As soon as our ship disembarked in Stockholm at 8.30 am, the clock was ticking. We had to remind ourselves to be back to the ship before 2.30 pm as it would sail to Copenhagen after that. If only we could “freeze” the time a little longer. Visiting Gamla stan, means old town in Swedish, was the wisest decision we made in an inevitable situation since it’s reachable in about 20 minutes on foot from the harbour.
That morning, solitude conquered the old town discovered over 700 years ago. Passing through the alley, surrounded by warm-colored medieval buildings with beautifully carved gates, signboards and statues, the shop windows were still dark with no one behind closed doors. The sound we heard merely came from the morning breeze and ourselves speaking a language that (hopefully) only us could understand.
We walked at a snail’s pace as if we had all the time in the world. The map was nothing but a huge piece of paper with scaled graphic images folded in our hands. Following our own hearts lead us to major attractions in the area, such as Nobel Museum, Stockholm Cathedral and The Royal Palace quarter.
I said to myself, “Get yourself a cup of coffee!” Giving ourselves a reward, we sat on wooden chairs in the outdoor area of a café in the main square of Gamla stan. It took me 5 minutes to find the name of the café, that actually placed on my left side, hand-written on the window with gold marker, almost invisible because of light reflections from the sun. “Kaffekoppen”, it says.
The indoor dining room turned me back to the time when medieval era was in reign, shown in a modest way. Unlike the building’s eye-catching salmon pink façade dated 1650, the walls and ceilings are left unpainted. The source of lightning is candles placed on each dining table and the main display (while some others are not burned for safety reasons), apart from sunshine passing through the window and the opened door. The pantry has Romanesque-styled groin-vaulted ceiling, but using bulbs for functional purposes.
The presence of the later version of vintage decorations, from old packaging of Omo, Mars, Lipton, old photographs, used bottles until sketches of a coffee cup signify a harmony between medieval and modern art.
I heard a senior barista instructing her new assistant how to run a coffee machine – in English. May be a good proficiency of Svenska is not compulsory to work in a touristic place. I assume that the new assistant is a foreign student doing a part-time job to support her living.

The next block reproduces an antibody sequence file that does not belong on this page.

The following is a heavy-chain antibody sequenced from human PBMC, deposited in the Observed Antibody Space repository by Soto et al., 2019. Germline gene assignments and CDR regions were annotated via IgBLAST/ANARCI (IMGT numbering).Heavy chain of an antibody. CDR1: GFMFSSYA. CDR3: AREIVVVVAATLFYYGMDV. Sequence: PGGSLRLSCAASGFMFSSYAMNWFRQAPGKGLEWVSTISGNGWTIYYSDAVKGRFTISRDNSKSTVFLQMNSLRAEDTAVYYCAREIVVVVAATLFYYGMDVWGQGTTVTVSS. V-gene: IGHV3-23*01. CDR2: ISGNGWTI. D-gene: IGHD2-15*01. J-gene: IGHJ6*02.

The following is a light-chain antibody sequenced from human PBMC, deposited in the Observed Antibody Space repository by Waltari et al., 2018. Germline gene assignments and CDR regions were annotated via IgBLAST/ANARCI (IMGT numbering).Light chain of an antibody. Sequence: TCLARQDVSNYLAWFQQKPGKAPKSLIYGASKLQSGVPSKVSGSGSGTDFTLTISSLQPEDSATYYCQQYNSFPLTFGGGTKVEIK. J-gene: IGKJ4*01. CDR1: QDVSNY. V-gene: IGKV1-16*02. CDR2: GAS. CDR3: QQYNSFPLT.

It reminds me of good old days of a student’s life…. meeting people and making friends with people all around the world while earning some money!
Our drinks came in an impressive presentation. Served in a bowl as big as that of chicken soup, my mochaccino was the best I’ve ever tried in my entire life. No kidding! I also zipped my dad’s cappuccino, topped with a foam and made with love. Like any other Swedish coffee, it kept us awake to continue the walking tour.
Later on, we searched something less appealing but undeniable very important: toilet! Not necessarily to go that far, it took a few more steps to the cafe’s basement where lies a cellar vault with empty seats. Nobody wanted to miss the nice weather.
There’s only one “double-you-see” (or WC, a synonym for toilet. Non-English speakers may pronounce it differently), so please be patient and line up!
While waiting for my turn, I observed another intense medieval ambiance delivered by dim lightning from candles. Now I can imagine how legendary figures, from Robin Hood to Rembrandt, merely counted on candles to do their activities at night before electricity was invented.
The rear part of the room are guests’ wall of fame, where the bricks are full of scratches from sharp objects, forming letters, numbers, and heart shapes to mark their presence and a shout out about their relationship status.
Indeed, exploring a medieval town and house was the best thing that happened to us. And we hated it when a glimpse of life in middle ages had finally (unfortunately) come to an end. In present time, we only had 2 hours left to wander the rest of the alleys and visit more shops, while heading back to the harbour where the ship docked.
A German bible quote from Psalm 37:5 on top of the café’s entrance gate reveals the moral of our quick journey to the Swedish capital, “Befiehl dem HERRN deine Wege und hoffe auf ihn; er wird’s wohl machen” (Commit your way to the LORD, Trust also in Him, and He will do it)
May we didn’t simply follow our hearts and mind to choose the right destination. May be it wasn’t really a coincidence. May be, we unconsciously heard Him whispering in our hearts, obediently followed His voice without questioning, felt it right when our two feet stepped forward and didn’t look back. May be that’s why we didn’t need any map. May be…that’s what I think.